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Elevator Question (Rotation of rigid body and Energy)

  1. Mar 4, 2010 #1
    1. The problem statement, all variables and given/known data
    An elevator system in a tall building consists of a 710 kg car and a 810 kg counterweight, joined by a cable that passes over a pulley of mass 280 kg. The pulley, called a sheave, is a solid cylinder of radius 0.700 m turning on a horizontal axle. The cable has comparatively small mass and constant length. It does not slip on the sheave. The car and the counterweight move vertically, next to each other inside the same shaft. A number n of people, each of mass 80.0 kg, are riding in the elevator car, moving upward at 3.23 m/s and approaching the floor where the car should stop. As an energy-conservation measure, a computer disconnects the electric elevator motor at just the right moment so that the sheave-car-counterweight system then coasts freely without friction and comes to rest at the floor desired. There it is caught by a simple latch rather than by a massive brake.
    (a) Determine the distance d the car coasts upward as a function of n.
    d =


    2. Relevant equations
    I feel that the relevant equations are:
    KEi + Ugi = KEf + Ugf
    I = 0.5MR2
    Ug = mgh
    KE = 0.5Mv2
    KE = 0.5Iw2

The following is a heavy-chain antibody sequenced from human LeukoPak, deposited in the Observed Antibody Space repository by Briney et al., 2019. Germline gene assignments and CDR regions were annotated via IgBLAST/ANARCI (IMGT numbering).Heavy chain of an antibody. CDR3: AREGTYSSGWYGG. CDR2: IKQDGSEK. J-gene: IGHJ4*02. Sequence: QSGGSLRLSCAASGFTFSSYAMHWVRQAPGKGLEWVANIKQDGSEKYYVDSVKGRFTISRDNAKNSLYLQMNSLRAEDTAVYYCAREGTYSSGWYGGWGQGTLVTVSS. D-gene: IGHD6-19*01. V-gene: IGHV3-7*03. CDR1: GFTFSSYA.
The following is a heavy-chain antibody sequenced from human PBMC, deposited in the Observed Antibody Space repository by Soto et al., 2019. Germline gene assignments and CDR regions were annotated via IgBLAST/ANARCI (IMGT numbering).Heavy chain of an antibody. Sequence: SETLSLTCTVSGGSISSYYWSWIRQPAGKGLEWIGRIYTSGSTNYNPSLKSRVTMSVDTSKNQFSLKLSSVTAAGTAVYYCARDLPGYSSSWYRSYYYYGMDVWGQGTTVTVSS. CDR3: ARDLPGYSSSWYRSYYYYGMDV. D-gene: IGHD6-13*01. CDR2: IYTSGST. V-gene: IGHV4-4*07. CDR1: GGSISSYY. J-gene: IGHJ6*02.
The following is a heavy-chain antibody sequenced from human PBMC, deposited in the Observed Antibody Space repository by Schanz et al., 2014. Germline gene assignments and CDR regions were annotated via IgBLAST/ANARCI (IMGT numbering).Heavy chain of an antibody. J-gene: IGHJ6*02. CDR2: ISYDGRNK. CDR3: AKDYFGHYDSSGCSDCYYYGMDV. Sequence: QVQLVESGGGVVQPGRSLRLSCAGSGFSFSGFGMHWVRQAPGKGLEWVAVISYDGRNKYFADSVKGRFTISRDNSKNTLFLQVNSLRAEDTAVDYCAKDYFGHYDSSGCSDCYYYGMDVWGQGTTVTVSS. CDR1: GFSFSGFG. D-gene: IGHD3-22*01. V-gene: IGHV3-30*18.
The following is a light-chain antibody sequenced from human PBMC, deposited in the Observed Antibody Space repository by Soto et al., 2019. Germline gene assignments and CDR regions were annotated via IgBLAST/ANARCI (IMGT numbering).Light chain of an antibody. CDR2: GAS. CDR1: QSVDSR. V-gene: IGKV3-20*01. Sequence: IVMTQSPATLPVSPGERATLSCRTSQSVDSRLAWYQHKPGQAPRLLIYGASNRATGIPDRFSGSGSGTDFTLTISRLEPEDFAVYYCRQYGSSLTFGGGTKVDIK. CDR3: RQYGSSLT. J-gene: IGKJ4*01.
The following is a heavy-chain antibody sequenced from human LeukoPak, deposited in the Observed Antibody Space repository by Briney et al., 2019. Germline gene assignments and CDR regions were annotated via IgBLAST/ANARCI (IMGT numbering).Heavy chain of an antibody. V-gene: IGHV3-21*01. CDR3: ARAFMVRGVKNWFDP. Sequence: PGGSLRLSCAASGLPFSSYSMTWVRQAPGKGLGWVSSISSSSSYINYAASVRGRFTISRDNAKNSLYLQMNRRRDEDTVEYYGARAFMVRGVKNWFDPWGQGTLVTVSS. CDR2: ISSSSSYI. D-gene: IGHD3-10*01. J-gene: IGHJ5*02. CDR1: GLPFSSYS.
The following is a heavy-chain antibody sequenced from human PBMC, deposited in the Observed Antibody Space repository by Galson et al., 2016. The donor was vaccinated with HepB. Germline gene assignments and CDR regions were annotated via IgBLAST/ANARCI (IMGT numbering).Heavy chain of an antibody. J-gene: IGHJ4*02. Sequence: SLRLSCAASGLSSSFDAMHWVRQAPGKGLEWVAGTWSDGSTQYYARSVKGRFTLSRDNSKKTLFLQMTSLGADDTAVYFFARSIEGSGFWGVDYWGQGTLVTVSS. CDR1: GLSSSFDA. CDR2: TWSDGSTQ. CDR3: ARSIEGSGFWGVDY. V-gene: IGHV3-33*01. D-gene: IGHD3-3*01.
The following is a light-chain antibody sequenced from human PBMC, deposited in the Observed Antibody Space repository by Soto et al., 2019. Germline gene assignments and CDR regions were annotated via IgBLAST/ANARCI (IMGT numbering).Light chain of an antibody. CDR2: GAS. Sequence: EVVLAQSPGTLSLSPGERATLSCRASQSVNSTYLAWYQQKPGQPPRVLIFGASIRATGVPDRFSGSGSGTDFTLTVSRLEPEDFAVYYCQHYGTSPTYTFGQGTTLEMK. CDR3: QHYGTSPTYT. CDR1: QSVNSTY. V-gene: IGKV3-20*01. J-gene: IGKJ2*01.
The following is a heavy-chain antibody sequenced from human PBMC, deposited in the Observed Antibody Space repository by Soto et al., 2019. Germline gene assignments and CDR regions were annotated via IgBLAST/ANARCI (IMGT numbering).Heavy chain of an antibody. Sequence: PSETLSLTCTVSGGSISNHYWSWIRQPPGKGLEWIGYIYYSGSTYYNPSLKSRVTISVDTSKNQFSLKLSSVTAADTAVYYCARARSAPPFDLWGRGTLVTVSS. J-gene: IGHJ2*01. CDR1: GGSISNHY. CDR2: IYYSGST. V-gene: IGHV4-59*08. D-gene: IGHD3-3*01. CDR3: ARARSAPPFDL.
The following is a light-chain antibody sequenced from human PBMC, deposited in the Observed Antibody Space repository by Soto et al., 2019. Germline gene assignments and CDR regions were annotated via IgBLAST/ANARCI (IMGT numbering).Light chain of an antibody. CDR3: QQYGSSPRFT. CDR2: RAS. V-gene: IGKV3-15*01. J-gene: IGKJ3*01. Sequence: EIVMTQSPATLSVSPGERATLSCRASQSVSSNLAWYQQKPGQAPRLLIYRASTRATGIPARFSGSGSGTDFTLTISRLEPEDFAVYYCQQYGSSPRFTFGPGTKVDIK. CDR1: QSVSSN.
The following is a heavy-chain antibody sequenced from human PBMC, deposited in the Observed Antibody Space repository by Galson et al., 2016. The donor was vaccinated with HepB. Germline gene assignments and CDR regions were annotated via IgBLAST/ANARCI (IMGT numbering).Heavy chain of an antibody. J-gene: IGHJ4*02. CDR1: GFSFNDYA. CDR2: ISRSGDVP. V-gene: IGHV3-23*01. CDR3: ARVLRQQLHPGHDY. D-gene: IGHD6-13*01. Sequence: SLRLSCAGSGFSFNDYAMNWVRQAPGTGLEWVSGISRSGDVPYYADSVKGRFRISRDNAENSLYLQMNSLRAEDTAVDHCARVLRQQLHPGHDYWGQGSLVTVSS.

w = v/R

    3. The attempt at a solution
    I tried using KEi + Ugi = KEf + Ugf, and make d the subject of formula in terms of n.
    KE (car & passengers) + KE (counter weigh) + KE (pulley) + Ug (counter weight) = Ug (car & passengers)
    I ended up having (8459 + 417n)/ (784n - 980), which is wrong.
    I'm not sure how does the counter weight moves with respect to the car, and I wasn't given any diagram.

    Hope you guys can help me out. Thanks :D
     
  2. jcsd
  3. Mar 4, 2010 #2
    just before the motor is turned off, the energy in the system is the sum of: elevator K, counterweight K, elevator U, counterweight U, and the rotational kinetic energy of the pulley. After the elevator comes to rest, the energy in the system is the sum of elevator U and counterweight U after the elevator has risen a distance d and the counterweight dropped a distance d. What matters is only the change in potential energy, so you are free to take some reference point and call it zero height. Now there is 1 eqn with 1 variable, which is d.
     
  4. Mar 4, 2010 #3
    I'm sorry, but isn't what you are trying to do the same as what I did? I tried doing it using your method but I arrive at the same answer as I had gotten earlier.
     
  5. Jun 21, 2010 #4
    You forgot to subtract the potential energy of the counterweight due to its lowering of "d"
     
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